Heavy spring rains have created record-breaking water levels at Tennessee's Watauga Lake. That surge in water is spilling into local campsites and recreation areas.
Albert Thomas is proud of his camper on Watauga Lake. The only problem -- right now, he can't even get to it. It's become an island, barely on top of the water. "About three to four inches, and it'll be in my front door. That's how close I am," Thomas told News 5.
A few miles away at Fish Springs Marina, we found several campers that weren't quite as lucky. Some were submerged in a few feet of water. "[Camper owners are] calling. Everyone's concerned, but if they haven't gotten a call, their camper's fine," said Thomas White, the owner of Fish Springs Marina.
TVA officials gave us a breakdown of the numbers: Watauga Lake is sitting at 1,966.5 feet as of Tuesday. That's about three feet over the last highest level record, which was set in April of 1987.
We found locals who wanted to make sure they witness a piece of history. Some were taking pictures; others simply dropped by recreation areas to take a look. "I've never seen it this high before," said Lois Long, one of the people checking out the situation.
And they are shocked at what they don't see -- a fishing pier and boat ramp that are supposed to be there. Lois Long’s husband, H. Long, said his reaction was simply "disbelief."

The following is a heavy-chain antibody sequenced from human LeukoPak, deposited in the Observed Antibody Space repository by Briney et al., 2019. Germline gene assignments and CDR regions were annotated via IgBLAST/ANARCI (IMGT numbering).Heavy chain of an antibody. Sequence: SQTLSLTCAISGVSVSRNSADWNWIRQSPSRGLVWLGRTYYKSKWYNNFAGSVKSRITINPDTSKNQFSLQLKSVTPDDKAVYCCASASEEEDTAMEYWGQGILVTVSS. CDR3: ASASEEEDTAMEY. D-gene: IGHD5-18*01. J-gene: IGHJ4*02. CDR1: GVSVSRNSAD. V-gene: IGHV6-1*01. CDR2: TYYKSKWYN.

We discovered TVA officials are working around the clock to make sure these levels don't stick around long. "We are moving a lot of water up through the generating turbine and through a low level water outlet, called a sluice, so the river down below the dam is running high and fast," explained Travis Brickey, a TVA public relations official.
That way, folks like Albert Thomas can get back the lake life he loves. "I'm just hoping it goes down," said Thomas. "I'm hoping and praying it does."
Here's an interesting fact we found out: the TVA is releasing over 22,000 gallons of water every second from the Watauga Dam.
Officials told us they are keeping a close eye on the rivers that flow out of the lake to keep all that excess water inside those banks.